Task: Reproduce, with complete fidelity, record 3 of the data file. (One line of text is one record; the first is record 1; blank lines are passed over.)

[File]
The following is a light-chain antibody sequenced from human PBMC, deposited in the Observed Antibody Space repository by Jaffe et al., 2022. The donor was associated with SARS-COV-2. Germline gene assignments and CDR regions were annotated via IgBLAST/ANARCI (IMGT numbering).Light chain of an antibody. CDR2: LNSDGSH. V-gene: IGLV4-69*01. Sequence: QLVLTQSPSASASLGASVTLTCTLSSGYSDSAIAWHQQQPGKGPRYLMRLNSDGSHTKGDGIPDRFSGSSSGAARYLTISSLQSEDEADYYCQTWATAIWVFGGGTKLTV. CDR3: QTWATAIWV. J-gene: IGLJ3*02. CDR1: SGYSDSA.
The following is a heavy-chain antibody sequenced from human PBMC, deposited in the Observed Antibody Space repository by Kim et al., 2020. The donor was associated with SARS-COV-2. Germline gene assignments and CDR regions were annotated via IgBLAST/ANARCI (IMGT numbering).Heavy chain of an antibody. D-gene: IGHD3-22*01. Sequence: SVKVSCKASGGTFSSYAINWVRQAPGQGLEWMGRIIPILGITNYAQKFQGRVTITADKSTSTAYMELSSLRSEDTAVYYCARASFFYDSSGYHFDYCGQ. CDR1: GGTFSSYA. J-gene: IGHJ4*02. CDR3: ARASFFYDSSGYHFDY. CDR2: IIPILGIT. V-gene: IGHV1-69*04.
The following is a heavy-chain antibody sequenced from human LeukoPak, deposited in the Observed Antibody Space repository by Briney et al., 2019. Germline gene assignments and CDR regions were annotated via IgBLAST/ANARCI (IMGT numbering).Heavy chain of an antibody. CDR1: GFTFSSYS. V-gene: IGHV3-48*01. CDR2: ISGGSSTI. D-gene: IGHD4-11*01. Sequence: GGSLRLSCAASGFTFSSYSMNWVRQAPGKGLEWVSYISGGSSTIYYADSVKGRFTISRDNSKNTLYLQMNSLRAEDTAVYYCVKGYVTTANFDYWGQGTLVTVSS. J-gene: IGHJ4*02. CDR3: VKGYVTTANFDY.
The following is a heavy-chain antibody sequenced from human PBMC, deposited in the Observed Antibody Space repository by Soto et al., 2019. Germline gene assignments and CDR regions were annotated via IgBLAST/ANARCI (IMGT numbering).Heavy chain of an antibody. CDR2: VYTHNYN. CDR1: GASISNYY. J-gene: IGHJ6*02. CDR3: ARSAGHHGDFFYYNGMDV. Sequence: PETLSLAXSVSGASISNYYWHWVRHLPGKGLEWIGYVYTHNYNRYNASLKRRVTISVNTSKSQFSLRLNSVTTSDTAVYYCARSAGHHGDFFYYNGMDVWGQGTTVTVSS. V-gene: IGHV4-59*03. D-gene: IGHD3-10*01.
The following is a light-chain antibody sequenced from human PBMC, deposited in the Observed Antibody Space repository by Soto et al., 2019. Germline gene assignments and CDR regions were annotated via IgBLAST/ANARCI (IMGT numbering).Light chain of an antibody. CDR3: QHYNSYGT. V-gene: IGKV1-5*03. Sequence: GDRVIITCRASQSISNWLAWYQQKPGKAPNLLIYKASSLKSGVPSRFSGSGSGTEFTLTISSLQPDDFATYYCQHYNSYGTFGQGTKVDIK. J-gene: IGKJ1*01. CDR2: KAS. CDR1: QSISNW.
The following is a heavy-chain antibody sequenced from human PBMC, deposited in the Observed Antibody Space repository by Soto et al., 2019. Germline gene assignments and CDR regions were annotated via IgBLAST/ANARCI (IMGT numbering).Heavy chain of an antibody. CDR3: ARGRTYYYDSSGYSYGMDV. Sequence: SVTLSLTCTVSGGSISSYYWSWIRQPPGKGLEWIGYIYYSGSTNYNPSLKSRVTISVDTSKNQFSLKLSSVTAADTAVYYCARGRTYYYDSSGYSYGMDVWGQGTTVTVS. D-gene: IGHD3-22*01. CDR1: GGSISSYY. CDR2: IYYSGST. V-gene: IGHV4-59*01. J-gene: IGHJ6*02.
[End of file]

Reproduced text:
The following is a heavy-chain antibody sequenced from human LeukoPak, deposited in the Observed Antibody Space repository by Briney et al., 2019. Germline gene assignments and CDR regions were annotated via IgBLAST/ANARCI (IMGT numbering).Heavy chain of an antibody. CDR1: GFTFSSYS. V-gene: IGHV3-48*01. CDR2: ISGGSSTI. D-gene: IGHD4-11*01. Sequence: GGSLRLSCAASGFTFSSYSMNWVRQAPGKGLEWVSYISGGSSTIYYADSVKGRFTISRDNSKNTLYLQMNSLRAEDTAVYYCVKGYVTTANFDYWGQGTLVTVSS. J-gene: IGHJ4*02. CDR3: VKGYVTTANFDY.